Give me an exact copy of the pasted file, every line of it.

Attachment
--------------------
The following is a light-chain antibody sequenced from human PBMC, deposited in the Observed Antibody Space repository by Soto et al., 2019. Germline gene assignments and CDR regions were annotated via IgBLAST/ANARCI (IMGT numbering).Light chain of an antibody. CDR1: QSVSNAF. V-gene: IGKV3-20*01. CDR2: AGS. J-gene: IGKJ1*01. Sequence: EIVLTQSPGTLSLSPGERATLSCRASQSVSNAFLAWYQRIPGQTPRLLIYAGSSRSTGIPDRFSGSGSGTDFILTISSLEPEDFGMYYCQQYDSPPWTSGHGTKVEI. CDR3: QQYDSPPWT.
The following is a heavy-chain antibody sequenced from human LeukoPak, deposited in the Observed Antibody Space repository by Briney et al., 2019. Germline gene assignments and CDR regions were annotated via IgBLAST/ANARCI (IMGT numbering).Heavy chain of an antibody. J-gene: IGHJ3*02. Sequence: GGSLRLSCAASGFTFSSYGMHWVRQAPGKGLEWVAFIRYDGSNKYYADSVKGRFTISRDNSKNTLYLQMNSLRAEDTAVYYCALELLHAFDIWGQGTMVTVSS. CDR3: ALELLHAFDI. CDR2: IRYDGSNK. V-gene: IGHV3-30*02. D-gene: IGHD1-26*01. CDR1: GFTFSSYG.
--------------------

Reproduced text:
The following is a light-chain antibody sequenced from human PBMC, deposited in the Observed Antibody Space repository by Soto et al., 2019. Germline gene assignments and CDR regions were annotated via IgBLAST/ANARCI (IMGT numbering).Light chain of an antibody. CDR1: QSVSNAF. V-gene: IGKV3-20*01. CDR2: AGS. J-gene: IGKJ1*01. Sequence: EIVLTQSPGTLSLSPGERATLSCRASQSVSNAFLAWYQRIPGQTPRLLIYAGSSRSTGIPDRFSGSGSGTDFILTISSLEPEDFGMYYCQQYDSPPWTSGHGTKVEI. CDR3: QQYDSPPWT.
The following is a heavy-chain antibody sequenced from human LeukoPak, deposited in the Observed Antibody Space repository by Briney et al., 2019. Germline gene assignments and CDR regions were annotated via IgBLAST/ANARCI (IMGT numbering).Heavy chain of an antibody. J-gene: IGHJ3*02. Sequence: GGSLRLSCAASGFTFSSYGMHWVRQAPGKGLEWVAFIRYDGSNKYYADSVKGRFTISRDNSKNTLYLQMNSLRAEDTAVYYCALELLHAFDIWGQGTMVTVSS. CDR3: ALELLHAFDI. CDR2: IRYDGSNK. V-gene: IGHV3-30*02. D-gene: IGHD1-26*01. CDR1: GFTFSSYG.